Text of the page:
Global CIO: Why CIOs Without Customer Engagements Will Fail
Listen in as a CEO tries to understand a non-negotiable demand from a Global CIO his company is trying to recruit.
"Everything else you've described about the Global CIO role you've created sounds very appealing, but I have to be very blunt and say that the job just holds no appeal for me if I won't have responsibility for a lot of engagements with customers. I can't budge on that one."
"And likewise, everything I've heard from you about how you'd handle this new position has reinforced my view that you're the ideal candidate, so I don't want to let this one issue get us off track. So tell me a little more about why you feel that this direct link to customers is a potential deal-breaker for you -- if all the other parts of the offer feel right, and the comp package is all squared away, and you'd be sitting on the executive committee as Global CIO, don't you think you'll have more than enough to keep you busy with the IT transformation and the business-process optimization? When will you be able to get away to spend 25% of your time with customers?"
"Hey, I understand how this might seem a little strange, so let me take another whack at explaining why this is a non-negotiable issue for me. And I'll try to frame my argument around the three issues you just mentioned: being on the Executive Committee, the IT transformation project, and business-process optimization. Let me take those one at a time:
"First, the Exec Committee. If I accept your offer, then the five people on that committee are CEO, CMO, CFO, EVP of Sales, and me as Global CIO. The first four already spend a lot of time with customers, and the insights you gain from those exchanges and the ideas you generate from hearing what they like and dislike about our products is priceless. How could I hold my own as a member of that committee, and make meaningful and valuable and timely contributions, if I spend 95% of my time cooped up inside our organization? Even as I would be traveling the world to our various locations, I'd still be stuck inside our organization. How much meaningful business change can I drive if I can't see the world through the eyes of the people who are buying our products?"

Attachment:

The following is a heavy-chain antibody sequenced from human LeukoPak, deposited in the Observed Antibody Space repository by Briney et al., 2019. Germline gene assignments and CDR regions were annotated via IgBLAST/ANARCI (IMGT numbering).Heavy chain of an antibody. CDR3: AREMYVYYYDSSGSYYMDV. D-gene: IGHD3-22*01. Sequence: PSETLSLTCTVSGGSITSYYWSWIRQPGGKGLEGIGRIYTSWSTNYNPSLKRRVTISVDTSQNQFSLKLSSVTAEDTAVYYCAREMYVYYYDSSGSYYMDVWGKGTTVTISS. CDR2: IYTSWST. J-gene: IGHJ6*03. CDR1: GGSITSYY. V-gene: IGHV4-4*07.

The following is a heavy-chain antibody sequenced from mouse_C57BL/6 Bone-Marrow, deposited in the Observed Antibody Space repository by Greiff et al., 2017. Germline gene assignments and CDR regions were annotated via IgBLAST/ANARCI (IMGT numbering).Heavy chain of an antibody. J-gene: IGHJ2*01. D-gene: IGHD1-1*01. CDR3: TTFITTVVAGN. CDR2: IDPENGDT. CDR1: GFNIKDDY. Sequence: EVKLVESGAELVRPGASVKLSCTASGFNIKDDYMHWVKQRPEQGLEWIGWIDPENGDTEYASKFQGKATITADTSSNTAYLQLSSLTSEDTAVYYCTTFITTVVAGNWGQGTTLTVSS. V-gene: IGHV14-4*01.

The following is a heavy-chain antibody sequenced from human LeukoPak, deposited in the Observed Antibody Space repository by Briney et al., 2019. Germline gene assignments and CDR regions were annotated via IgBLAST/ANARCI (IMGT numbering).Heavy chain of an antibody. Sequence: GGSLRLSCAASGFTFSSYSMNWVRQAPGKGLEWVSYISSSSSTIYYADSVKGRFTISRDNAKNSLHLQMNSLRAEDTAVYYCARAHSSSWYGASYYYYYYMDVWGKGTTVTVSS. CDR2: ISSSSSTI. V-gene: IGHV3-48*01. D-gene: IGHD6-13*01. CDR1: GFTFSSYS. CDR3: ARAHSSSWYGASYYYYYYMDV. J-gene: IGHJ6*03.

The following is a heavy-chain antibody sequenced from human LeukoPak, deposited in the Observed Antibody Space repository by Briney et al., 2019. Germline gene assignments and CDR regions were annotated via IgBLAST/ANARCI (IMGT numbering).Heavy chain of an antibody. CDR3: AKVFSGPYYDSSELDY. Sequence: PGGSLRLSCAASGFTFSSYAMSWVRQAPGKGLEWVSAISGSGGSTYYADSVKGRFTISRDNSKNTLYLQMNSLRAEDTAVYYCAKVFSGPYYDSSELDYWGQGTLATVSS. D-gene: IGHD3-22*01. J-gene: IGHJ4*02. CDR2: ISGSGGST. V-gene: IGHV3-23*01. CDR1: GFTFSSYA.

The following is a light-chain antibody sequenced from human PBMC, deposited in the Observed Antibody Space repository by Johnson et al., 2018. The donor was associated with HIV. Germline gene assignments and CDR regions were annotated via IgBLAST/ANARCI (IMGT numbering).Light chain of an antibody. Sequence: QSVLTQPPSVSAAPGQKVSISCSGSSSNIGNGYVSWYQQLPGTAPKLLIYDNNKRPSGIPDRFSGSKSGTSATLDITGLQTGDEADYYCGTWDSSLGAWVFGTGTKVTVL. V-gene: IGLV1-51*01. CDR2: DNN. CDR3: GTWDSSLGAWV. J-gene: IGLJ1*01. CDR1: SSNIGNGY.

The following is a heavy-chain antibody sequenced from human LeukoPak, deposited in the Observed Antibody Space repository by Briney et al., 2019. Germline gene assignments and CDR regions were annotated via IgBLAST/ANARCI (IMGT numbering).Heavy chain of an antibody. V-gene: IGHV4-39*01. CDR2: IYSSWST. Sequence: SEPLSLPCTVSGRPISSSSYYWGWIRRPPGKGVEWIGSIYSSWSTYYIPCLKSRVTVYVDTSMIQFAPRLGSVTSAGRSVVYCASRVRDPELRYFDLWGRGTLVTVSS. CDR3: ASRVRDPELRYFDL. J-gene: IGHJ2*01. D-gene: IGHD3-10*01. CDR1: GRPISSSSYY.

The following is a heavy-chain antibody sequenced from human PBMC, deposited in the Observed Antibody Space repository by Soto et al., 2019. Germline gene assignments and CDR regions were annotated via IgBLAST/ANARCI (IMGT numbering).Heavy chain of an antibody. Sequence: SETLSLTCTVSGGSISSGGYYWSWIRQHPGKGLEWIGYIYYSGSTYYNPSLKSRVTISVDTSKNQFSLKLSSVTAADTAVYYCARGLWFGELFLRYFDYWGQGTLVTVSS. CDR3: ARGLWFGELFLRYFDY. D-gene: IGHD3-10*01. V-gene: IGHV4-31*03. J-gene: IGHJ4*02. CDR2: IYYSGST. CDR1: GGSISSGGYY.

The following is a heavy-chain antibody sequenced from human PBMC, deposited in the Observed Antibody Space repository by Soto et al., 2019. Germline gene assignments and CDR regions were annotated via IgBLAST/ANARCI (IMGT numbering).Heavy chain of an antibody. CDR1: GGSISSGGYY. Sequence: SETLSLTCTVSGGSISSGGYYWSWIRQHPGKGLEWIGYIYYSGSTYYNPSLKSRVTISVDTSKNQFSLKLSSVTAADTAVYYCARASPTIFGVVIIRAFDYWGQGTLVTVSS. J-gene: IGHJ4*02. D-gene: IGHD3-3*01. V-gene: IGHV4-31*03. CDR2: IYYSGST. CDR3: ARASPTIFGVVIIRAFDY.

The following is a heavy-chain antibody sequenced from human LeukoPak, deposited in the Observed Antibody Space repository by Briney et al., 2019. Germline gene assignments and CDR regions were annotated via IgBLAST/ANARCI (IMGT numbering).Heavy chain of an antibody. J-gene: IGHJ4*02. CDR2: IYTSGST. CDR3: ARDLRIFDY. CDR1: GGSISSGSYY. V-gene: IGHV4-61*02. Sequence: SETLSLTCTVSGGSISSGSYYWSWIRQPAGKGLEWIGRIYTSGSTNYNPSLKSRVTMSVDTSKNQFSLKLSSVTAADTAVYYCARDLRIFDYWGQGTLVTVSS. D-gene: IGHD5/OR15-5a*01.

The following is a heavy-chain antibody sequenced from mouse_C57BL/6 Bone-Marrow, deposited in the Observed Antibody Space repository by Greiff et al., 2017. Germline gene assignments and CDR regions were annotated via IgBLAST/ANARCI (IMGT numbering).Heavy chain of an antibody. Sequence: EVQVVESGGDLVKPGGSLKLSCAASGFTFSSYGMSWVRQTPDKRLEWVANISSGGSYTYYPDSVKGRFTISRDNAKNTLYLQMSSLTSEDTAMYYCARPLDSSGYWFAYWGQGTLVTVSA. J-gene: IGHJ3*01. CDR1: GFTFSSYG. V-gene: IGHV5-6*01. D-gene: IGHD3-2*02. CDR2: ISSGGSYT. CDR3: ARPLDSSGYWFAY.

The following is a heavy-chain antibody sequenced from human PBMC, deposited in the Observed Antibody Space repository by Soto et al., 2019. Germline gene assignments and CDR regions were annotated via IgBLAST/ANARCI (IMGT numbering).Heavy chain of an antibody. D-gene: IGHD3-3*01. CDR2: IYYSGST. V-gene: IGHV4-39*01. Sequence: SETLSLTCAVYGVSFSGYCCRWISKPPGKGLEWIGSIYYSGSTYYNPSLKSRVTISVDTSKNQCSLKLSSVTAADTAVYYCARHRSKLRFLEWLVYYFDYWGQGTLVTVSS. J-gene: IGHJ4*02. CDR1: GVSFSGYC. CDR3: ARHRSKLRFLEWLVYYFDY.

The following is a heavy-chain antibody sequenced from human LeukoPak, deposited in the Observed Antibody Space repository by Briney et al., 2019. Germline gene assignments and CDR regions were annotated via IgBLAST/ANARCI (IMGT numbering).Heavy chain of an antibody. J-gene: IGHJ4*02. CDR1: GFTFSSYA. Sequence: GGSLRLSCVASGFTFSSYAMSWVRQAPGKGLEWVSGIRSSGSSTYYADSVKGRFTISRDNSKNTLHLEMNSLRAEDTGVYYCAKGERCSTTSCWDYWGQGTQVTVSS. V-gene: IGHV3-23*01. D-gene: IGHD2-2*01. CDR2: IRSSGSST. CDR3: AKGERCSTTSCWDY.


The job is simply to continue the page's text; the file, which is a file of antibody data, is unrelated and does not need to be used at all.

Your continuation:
"Yes, I see your point about the value of that exposure in the marketplace. But won't it cause confusion among our various teams if suddenly the CIO is out making sales calls? Won't customers wonder what you're doing there?"
"Look, Tom, I really hope you're just saying that to be provocative because --"
"-- Guilty as charged, Carol; I just can't quite see --"
"-- if there's such a big gulf between my view of wanting and needing to see the world as our customers see it, and your view that such activities by a CIO would only result in organizational confusion instead of organizational enhancement, then I hope you'll understand why I consider this non-negotiable. Because otherwise I'd be spending too much of my time justifying to too many people the need for me as a top executive at this company to be directly involved in growth and product development and competitive analysis. Should I even bother with my other two points, or have I just talked myself out of consideration for the job?"
The Business of Going DigitalDigital business isn't about changing code; it's about changing what legacy sales, distribution, customer service, and product groups do in the new digital age. It's about bringing big data analytics, mobile, social, marketing automation, cloud computing, and the app economy together to launch new products and services. We're seeing new titles in this digital revolution, new responsibilities, new business models, and major shifts in technology spending.
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